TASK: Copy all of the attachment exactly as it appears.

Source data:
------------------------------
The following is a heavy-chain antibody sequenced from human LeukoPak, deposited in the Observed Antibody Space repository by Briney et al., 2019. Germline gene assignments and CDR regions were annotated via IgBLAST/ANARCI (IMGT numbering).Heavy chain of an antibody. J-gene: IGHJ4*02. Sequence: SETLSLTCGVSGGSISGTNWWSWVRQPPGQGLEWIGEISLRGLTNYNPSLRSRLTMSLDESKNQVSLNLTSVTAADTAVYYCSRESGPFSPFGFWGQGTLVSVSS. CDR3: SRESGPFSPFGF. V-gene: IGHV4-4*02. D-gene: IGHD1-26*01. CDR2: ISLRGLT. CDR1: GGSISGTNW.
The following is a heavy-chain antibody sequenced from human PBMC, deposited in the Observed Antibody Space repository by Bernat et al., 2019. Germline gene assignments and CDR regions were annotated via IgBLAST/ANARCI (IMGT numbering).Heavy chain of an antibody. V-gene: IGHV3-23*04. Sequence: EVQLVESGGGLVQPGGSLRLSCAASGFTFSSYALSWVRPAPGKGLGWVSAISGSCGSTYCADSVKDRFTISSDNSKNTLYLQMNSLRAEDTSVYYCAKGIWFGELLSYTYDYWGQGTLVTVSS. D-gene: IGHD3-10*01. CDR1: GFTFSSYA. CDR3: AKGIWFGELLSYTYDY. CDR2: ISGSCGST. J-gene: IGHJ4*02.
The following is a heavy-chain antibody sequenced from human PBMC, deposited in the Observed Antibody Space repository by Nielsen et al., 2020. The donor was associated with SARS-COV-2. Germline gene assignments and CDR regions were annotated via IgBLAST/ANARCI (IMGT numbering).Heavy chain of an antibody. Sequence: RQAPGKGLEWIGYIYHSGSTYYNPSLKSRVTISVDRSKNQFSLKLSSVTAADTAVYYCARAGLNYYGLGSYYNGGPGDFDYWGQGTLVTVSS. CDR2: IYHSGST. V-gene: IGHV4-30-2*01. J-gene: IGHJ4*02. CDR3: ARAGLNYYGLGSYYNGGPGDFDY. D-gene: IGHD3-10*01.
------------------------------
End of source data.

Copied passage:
The following is a heavy-chain antibody sequenced from human LeukoPak, deposited in the Observed Antibody Space repository by Briney et al., 2019. Germline gene assignments and CDR regions were annotated via IgBLAST/ANARCI (IMGT numbering).Heavy chain of an antibody. J-gene: IGHJ4*02. Sequence: SETLSLTCGVSGGSISGTNWWSWVRQPPGQGLEWIGEISLRGLTNYNPSLRSRLTMSLDESKNQVSLNLTSVTAADTAVYYCSRESGPFSPFGFWGQGTLVSVSS. CDR3: SRESGPFSPFGF. V-gene: IGHV4-4*02. D-gene: IGHD1-26*01. CDR2: ISLRGLT. CDR1: GGSISGTNW.
The following is a heavy-chain antibody sequenced from human PBMC, deposited in the Observed Antibody Space repository by Bernat et al., 2019. Germline gene assignments and CDR regions were annotated via IgBLAST/ANARCI (IMGT numbering).Heavy chain of an antibody. V-gene: IGHV3-23*04. Sequence: EVQLVESGGGLVQPGGSLRLSCAASGFTFSSYALSWVRPAPGKGLGWVSAISGSCGSTYCADSVKDRFTISSDNSKNTLYLQMNSLRAEDTSVYYCAKGIWFGELLSYTYDYWGQGTLVTVSS. D-gene: IGHD3-10*01. CDR1: GFTFSSYA. CDR3: AKGIWFGELLSYTYDY. CDR2: ISGSCGST. J-gene: IGHJ4*02.
The following is a heavy-chain antibody sequenced from human PBMC, deposited in the Observed Antibody Space repository by Nielsen et al., 2020. The donor was associated with SARS-COV-2. Germline gene assignments and CDR regions were annotated via IgBLAST/ANARCI (IMGT numbering).Heavy chain of an antibody. Sequence: RQAPGKGLEWIGYIYHSGSTYYNPSLKSRVTISVDRSKNQFSLKLSSVTAADTAVYYCARAGLNYYGLGSYYNGGPGDFDYWGQGTLVTVSS. CDR2: IYHSGST. V-gene: IGHV4-30-2*01. J-gene: IGHJ4*02. CDR3: ARAGLNYYGLGSYYNGGPGDFDY. D-gene: IGHD3-10*01.